Whether to relocate to Mountain Home, Austin, Texas, Tucson, Arizona or Northwest Arkansas is a decision many retirees are making.
At the same time, many young people are deciding whether to stay in Mountain Home after high school or college or relocate for better employment opportunities and amenities.
The needs of both groups have been on the radar of community business leaders for a number of years. Recently released data from the U.S. Census Bureau documents Baxter County's population is no longer growing has raised the ante for the future of the Twin Lakes Area.
From 2000 to 2010, census data indicates the county's population increased over eight percent, from 38,386 residents to 41,513. But during the next seven years the trend this area had grown accustomed to would reverse. The latest census estimates reveal Baxter County's population fell .4 of a percent from 2010 to 2017.
Data from counties contiguous to Baxter for the same period from 2010 to 2017 show a decline of 1.3 percent for Marion, 1.5 percent for Fulton and .1 percent for Izard, while Stone had an increase of 1.1 percent.
While the Twin Lakes Area struggles to regain its foothold as a retirement destination, community leaders are working to retain the younger population.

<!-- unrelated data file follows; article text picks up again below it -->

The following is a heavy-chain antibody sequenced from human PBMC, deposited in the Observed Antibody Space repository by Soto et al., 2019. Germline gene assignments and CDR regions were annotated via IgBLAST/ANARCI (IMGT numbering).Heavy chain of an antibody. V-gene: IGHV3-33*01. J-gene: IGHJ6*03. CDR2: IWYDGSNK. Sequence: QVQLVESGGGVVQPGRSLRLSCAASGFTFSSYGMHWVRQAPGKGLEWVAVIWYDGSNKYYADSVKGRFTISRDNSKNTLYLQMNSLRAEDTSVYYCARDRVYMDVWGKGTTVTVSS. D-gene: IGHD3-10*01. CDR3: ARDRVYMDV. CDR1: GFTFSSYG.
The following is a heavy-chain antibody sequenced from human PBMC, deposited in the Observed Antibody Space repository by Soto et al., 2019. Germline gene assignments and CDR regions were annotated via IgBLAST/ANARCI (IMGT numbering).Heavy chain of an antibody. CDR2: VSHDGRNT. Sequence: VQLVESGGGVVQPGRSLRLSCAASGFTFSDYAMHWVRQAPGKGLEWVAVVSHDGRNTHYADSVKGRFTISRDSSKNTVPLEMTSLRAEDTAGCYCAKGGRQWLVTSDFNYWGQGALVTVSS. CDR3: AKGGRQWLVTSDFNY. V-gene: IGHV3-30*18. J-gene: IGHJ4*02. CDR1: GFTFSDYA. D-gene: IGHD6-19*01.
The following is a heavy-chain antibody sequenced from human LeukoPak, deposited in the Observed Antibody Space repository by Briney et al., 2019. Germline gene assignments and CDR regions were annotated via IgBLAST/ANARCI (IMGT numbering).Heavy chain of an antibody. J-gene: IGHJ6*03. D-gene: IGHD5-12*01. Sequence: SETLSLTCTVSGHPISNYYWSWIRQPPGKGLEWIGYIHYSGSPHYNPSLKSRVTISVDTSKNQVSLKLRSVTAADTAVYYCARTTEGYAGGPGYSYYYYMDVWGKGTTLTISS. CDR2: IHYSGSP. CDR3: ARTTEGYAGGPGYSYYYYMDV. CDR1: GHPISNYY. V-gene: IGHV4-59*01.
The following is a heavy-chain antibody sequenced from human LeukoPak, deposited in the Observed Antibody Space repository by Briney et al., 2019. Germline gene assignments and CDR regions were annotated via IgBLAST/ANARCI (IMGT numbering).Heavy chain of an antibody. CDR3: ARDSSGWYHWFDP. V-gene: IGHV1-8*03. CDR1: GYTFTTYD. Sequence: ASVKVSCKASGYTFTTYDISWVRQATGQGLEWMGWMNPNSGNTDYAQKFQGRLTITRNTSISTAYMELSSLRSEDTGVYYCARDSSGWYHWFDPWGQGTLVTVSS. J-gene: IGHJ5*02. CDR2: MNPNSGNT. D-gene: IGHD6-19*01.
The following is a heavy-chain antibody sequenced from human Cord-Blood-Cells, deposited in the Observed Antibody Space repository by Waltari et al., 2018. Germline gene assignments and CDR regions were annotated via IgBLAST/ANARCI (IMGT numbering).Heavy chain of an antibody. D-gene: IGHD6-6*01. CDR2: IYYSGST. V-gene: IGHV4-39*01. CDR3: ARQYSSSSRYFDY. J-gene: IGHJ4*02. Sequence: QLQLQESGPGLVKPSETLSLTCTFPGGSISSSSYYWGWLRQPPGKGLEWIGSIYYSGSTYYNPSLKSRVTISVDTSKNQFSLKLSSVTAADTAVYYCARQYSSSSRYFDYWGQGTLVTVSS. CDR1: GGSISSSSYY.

Jeff Pipkin, Executive Director of the Mountain Home Chamber of Commerce, points to increased employment opportunities with the construction of the Butterball feed mill and the Vexus Boats start-up in Marion County, along with the expansion of Bass Cat Boats and new projects with Eaton, Epoxyn and the sale of Actronix.
Lang Zimmerman of Mountain Home, who serves as one of 16 governor-appointed members of the Arkansas Economic Development Council, says the decline of new retirees to the area is shining a light on other aspects of the area's economic picture.
Zimmerman says while efforts continue to broaden the area's economic base, he says recruitment of retirees should continue to be a part of the plan.
Pipkin says it concerns him to hear reports from school officials of the number of young people planning to leave the area.
Pipkin says efforts to bolster the tourism destination piece of the area's economic structure also continue, citing adding the Dallas Travel and Adventure Show to the chamber's list for recruitment. It's through visits to the area as tourists that often translates into relocation upon retirement.
He says while he's concerned about the population trend numbers and knows there is a great deal of work to be done, he's not pushing the panic button. Instead, Pipkin and the chamber board members will soon be rolling up their sleeves for what he describes as "serious strategic planning" for the area's future.
WebReadyTM Powered by WireReady® NSI